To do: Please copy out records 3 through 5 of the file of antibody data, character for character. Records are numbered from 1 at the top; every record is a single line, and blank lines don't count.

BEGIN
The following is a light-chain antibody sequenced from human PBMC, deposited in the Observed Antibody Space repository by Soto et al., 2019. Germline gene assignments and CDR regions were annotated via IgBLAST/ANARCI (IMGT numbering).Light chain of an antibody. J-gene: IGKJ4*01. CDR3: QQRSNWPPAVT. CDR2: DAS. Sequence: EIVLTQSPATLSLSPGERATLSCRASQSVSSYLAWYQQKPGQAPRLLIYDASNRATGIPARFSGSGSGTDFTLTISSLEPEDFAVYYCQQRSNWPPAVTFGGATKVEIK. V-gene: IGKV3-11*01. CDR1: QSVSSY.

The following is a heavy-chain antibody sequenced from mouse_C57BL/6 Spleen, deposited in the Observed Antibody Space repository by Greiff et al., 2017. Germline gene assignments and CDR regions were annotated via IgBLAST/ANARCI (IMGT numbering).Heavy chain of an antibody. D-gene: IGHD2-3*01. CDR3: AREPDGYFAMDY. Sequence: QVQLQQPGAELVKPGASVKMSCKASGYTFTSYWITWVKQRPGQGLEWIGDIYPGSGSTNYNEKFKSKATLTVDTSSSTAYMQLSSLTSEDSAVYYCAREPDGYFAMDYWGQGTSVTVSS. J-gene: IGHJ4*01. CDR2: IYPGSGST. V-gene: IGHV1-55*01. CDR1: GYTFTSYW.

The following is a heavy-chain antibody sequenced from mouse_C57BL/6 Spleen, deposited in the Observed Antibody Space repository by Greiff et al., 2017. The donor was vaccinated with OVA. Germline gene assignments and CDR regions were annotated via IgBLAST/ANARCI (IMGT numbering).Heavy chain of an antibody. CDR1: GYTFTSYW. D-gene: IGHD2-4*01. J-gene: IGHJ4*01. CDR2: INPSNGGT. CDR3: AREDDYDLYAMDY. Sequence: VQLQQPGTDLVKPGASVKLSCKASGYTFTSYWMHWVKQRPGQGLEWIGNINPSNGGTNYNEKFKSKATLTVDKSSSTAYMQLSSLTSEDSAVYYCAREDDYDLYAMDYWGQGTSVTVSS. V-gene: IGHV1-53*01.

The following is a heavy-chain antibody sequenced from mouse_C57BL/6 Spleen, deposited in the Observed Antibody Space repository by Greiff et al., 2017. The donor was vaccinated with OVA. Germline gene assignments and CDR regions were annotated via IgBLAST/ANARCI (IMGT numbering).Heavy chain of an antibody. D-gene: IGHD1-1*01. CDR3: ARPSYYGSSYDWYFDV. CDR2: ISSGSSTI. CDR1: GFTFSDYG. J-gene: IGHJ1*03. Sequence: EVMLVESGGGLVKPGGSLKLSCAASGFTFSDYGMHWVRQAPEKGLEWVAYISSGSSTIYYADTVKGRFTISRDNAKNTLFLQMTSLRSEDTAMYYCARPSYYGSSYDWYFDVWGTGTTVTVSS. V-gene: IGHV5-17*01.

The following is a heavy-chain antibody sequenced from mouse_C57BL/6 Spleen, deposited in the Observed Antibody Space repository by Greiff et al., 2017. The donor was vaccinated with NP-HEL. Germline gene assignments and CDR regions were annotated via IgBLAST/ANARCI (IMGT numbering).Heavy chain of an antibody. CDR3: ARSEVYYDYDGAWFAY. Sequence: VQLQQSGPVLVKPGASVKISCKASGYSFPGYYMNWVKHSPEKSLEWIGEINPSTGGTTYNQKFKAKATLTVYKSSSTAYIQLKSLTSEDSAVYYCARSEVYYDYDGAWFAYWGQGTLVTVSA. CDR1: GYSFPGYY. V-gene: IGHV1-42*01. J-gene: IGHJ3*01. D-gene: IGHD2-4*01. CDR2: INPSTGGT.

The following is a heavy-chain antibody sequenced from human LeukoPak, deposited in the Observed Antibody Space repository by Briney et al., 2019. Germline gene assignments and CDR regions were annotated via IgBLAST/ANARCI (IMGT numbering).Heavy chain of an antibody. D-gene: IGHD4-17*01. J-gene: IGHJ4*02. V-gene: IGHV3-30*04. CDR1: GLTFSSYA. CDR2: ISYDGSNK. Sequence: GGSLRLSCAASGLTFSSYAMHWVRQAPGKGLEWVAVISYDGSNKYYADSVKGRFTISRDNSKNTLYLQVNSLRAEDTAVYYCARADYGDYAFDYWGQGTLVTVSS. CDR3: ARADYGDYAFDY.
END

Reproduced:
The following is a heavy-chain antibody sequenced from mouse_C57BL/6 Spleen, deposited in the Observed Antibody Space repository by Greiff et al., 2017. The donor was vaccinated with OVA. Germline gene assignments and CDR regions were annotated via IgBLAST/ANARCI (IMGT numbering).Heavy chain of an antibody. CDR1: GYTFTSYW. D-gene: IGHD2-4*01. J-gene: IGHJ4*01. CDR2: INPSNGGT. CDR3: AREDDYDLYAMDY. Sequence: VQLQQPGTDLVKPGASVKLSCKASGYTFTSYWMHWVKQRPGQGLEWIGNINPSNGGTNYNEKFKSKATLTVDKSSSTAYMQLSSLTSEDSAVYYCAREDDYDLYAMDYWGQGTSVTVSS. V-gene: IGHV1-53*01.

The following is a heavy-chain antibody sequenced from mouse_C57BL/6 Spleen, deposited in the Observed Antibody Space repository by Greiff et al., 2017. The donor was vaccinated with OVA. Germline gene assignments and CDR regions were annotated via IgBLAST/ANARCI (IMGT numbering).Heavy chain of an antibody. D-gene: IGHD1-1*01. CDR3: ARPSYYGSSYDWYFDV. CDR2: ISSGSSTI. CDR1: GFTFSDYG. J-gene: IGHJ1*03. Sequence: EVMLVESGGGLVKPGGSLKLSCAASGFTFSDYGMHWVRQAPEKGLEWVAYISSGSSTIYYADTVKGRFTISRDNAKNTLFLQMTSLRSEDTAMYYCARPSYYGSSYDWYFDVWGTGTTVTVSS. V-gene: IGHV5-17*01.

The following is a heavy-chain antibody sequenced from mouse_C57BL/6 Spleen, deposited in the Observed Antibody Space repository by Greiff et al., 2017. The donor was vaccinated with NP-HEL. Germline gene assignments and CDR regions were annotated via IgBLAST/ANARCI (IMGT numbering).Heavy chain of an antibody. CDR3: ARSEVYYDYDGAWFAY. Sequence: VQLQQSGPVLVKPGASVKISCKASGYSFPGYYMNWVKHSPEKSLEWIGEINPSTGGTTYNQKFKAKATLTVYKSSSTAYIQLKSLTSEDSAVYYCARSEVYYDYDGAWFAYWGQGTLVTVSA. CDR1: GYSFPGYY. V-gene: IGHV1-42*01. J-gene: IGHJ3*01. D-gene: IGHD2-4*01. CDR2: INPSTGGT.